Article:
Tesco and Asda saw gaming sales fall in the 12 weeks to 25 September thanks to the launch date of Fifa 16.
Overall sales of games, videos and music, which make up the physical entertainment market, dropped at Tesco by 3.3% and Asda by 0.9% compared with the same period in 2015, according to Kantar Worldpanel.
Kantar’s insight director Fiona Keenan said the variance was primarily due to the effect of Fifa 16’s launch on 27 September, whereas Fifa 15 came out on 22 September last year.
Keenan said all the big four grocers had made real inroads recently into the gaming sector, which was the youngest, smallest and most male-dominated part of the physical entertainment category, and where performance was usually dependent on the launch of a key game.
Keenan said Argos continued to catch up as it moved into gaming, adding to the hardware it sold previously. It grew its share of gaming by 4.1% to 15%, and overtook Tesco’s 10% share, with the lead remaining with high street retailer Game.
Gaming overall struggled in the face of competition from digital, whose sales grew another 12% in the 12 weeks to 27 September, accounting for 48% of the market with value, almost overtaking physical games for the first time.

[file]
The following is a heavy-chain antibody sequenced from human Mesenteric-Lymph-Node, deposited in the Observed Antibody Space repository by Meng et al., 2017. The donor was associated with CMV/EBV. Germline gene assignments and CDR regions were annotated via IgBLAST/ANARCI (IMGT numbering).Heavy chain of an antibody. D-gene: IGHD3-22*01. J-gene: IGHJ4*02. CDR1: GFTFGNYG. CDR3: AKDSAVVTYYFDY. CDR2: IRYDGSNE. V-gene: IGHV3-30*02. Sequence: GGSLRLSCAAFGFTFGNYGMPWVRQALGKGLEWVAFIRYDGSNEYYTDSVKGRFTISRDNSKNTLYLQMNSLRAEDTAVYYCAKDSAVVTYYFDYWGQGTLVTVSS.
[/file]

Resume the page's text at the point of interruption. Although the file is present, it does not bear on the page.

Keenan said the physical games market could soon get a boost from the new generation of 4K gaming, which was likely to come at a higher price point and see the rise of virtual reality, attracting new shoppers beyond the stereotypical young male gamer.
“Nintendo’s new Switch console, which we should see in the first quarter of 2017, also looks set to appeal to a wider audience and could reinvigorate the sector just as the Wii did 10 years ago,” she said.
In physical video sales, a fall in shopper numbers hit sales further, though Sainsbury’s managed to encourage consumers to buy DVDs more often during the past 12 weeks.
Blu-ray’s share of video sales grew by 20% during the quarter, higher than at any point in 2015, with sales up 12% year on year as the big action release proved popular in these high definition formats.
“Sainsbury’s was the big winner in Blu-ray, growing sales by almost a third, while HMV also grew ahead of the market with this format - up 14% year on year,” Keenan said, adding that Sainsbury’s sales had been helped by in-store marketing activity.
As far as music sales were concerned, HMV overtook Amazon in the 12 weeks to 27 September, to become the UK’s largest physical music retailer. It grew its share of the overall physical entertainment market by 2.7%.